Breaking News

Friday round-up

Amy Howe reports for this blog that yesterday “President Donald Trump announced that his administration will end its battle to include a question about citizenship on the 2020 census … two weeks after the Supreme Court blocked the government from including the question.” For The New York Times, Katie Rogers and others report that the president “instructed the government to compile citizenship data from existing federal records instead.” Additional coverage comes from Mark Walsh at Education Week’s School Law Blog. In an op-ed for The Washington Post, Leah Litman and Joshua Matz call the result “a resounding victory for the rule of law over the rule of Trump.” At The Atlantic, John Yoo and James Phillips maintain that “the census case—especially when viewed alongside lower-profile cases that the high court decided this term—signals the beginnings of a long-term shift in the tectonic plates of our constitutional system that will challenge government by administrative agency, rather than by our elected representatives.” Additional commentary on the Supreme Court’s census decision comes from Adam Carrington in an op-ed for Fox News.


  • At The Atlantic, Emma Green remarks that “[t]he most significant part of [Justice Clarence] Thomas’s legacy … may take shape long after he has stopped writing opinions”: “Through his clerks and mentees, the notoriously silent justice may end up with an outsize voice in the legal system for years to come.”
  • At The Federalist Society blog, James Phillips looks at “a little-noticed [cert] petition from Kentucky that raises a crucial question under the First Amendment: Can courts allow disgruntled ministers to punish churches for being fired?”
  • At Take Care, Emma Andersson and Jay Schweikert explain that “the Cato Institute and the ACLU are working together to urge the Court to abolish or narrow qualified immunity,” “a judicial doctrine that shields government officials from liability for their misconduct, even when they break the law,” and to “reopen the doors of federal courts to hearing cases about government officials’ abuses of power.”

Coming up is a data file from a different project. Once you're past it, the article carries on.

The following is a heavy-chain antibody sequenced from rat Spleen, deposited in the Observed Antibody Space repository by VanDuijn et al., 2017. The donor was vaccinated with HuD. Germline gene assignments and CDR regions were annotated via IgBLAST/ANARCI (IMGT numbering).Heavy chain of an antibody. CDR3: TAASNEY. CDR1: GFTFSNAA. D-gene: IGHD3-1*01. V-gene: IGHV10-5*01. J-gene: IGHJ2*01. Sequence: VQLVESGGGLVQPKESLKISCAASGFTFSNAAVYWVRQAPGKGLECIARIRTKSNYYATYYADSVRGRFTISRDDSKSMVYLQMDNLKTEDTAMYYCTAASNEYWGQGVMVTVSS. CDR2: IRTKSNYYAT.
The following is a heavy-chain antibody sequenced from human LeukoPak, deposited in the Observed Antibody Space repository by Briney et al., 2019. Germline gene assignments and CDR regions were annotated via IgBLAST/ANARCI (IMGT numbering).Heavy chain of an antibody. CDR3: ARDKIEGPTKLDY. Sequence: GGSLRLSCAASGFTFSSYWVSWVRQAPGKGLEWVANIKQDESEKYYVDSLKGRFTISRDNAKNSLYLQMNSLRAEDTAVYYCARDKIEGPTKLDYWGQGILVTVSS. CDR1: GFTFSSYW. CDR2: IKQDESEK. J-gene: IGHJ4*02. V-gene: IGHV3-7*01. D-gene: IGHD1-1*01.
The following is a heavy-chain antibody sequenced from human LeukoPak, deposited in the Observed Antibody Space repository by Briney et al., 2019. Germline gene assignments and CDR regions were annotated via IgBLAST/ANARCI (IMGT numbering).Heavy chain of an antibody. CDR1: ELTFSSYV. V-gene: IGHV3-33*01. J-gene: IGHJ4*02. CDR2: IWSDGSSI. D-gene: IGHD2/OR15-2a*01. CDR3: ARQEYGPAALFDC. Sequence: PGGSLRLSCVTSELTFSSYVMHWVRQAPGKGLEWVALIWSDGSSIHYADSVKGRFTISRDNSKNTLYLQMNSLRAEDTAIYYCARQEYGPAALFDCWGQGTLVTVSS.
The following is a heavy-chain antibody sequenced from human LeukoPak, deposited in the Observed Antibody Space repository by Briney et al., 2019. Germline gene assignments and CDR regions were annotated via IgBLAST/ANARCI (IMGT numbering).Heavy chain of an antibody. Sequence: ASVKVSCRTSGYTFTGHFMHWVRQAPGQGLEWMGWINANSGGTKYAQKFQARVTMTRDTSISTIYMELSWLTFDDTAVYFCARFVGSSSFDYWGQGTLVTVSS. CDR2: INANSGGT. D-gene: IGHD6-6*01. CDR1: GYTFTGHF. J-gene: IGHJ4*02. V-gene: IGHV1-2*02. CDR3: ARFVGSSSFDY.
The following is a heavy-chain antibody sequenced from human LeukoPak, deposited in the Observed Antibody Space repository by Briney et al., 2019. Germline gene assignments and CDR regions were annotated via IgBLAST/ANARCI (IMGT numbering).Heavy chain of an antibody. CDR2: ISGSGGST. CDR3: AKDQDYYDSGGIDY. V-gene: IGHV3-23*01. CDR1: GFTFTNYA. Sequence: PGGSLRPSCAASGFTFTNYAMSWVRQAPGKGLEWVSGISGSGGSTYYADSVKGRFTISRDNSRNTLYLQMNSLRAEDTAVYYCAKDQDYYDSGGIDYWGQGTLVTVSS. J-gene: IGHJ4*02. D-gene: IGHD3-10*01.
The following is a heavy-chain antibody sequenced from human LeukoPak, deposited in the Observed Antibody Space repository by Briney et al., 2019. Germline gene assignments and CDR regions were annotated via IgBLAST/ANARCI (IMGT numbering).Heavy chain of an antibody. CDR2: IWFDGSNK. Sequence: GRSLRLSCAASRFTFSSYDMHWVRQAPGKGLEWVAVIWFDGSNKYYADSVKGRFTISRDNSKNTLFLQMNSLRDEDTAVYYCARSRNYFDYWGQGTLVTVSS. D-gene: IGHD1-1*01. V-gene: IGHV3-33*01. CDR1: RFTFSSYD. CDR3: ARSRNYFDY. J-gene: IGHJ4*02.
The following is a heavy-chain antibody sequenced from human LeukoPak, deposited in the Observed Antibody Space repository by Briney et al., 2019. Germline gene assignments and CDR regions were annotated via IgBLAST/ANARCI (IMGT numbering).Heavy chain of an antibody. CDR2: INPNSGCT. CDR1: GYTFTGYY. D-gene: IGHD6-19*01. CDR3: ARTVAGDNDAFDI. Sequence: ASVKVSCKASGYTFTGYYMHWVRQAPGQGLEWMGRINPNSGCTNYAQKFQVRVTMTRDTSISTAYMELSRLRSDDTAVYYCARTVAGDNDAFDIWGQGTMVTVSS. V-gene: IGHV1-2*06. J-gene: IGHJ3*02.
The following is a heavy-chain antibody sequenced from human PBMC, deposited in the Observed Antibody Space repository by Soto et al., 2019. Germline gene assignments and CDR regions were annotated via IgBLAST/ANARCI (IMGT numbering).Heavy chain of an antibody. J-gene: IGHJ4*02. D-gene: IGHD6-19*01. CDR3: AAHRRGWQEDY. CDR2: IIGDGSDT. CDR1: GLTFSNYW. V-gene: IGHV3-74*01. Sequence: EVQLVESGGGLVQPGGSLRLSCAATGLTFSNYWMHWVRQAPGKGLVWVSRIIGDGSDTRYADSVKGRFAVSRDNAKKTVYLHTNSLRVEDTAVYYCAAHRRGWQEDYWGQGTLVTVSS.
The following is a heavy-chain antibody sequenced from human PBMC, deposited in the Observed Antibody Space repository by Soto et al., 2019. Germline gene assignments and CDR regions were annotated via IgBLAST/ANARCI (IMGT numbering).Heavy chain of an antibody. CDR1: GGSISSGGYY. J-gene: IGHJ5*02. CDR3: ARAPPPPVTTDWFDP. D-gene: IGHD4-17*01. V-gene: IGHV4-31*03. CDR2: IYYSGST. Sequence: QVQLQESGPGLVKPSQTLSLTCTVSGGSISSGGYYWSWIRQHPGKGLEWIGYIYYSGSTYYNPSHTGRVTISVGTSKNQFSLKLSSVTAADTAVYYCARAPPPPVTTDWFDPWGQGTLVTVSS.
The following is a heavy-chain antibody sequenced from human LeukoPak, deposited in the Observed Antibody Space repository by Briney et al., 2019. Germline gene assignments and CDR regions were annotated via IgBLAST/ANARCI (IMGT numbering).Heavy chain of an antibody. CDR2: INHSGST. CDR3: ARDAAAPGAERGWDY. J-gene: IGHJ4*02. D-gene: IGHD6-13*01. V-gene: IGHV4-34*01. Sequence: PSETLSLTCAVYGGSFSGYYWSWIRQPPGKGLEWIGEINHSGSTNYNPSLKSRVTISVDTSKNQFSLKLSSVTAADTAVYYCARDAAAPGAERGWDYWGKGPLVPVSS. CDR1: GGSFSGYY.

• Also at Take Care, Joshua Matz continues his series of posts about a trio of cases in which the court will consider next term whether federal law protects employees from discrimination on the basis of sexual orientation or transgender identity.
  • At the Pacific Legal Foundation blog, Jeff McCoy writes that after the Supreme Court sent a criminal case under the Clean Water Act back this term for the court of appeals to determine what effect the death of the defendant had on the case, the lower court has vacated the conviction and the associated restitution order.
  • At Modern Democracy, Michael Parsons elaborates on the implications of Rucho v. Common Cause, in which the court held that partisan-gerrymandering challenges to electoral maps are not reviewable in federal court, for racial-gerrymandering cases; he observes that “[a]fter Rucho, state and federal courts alike might find themselves forced to answer a new question: How much pursuit of partisan advantage is permitted before it subordinates substantial equality?”

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Recommended Citation: Edith Roberts, Friday round-up, SCOTUSblog (Jul. 12, 2019, 6:51 AM),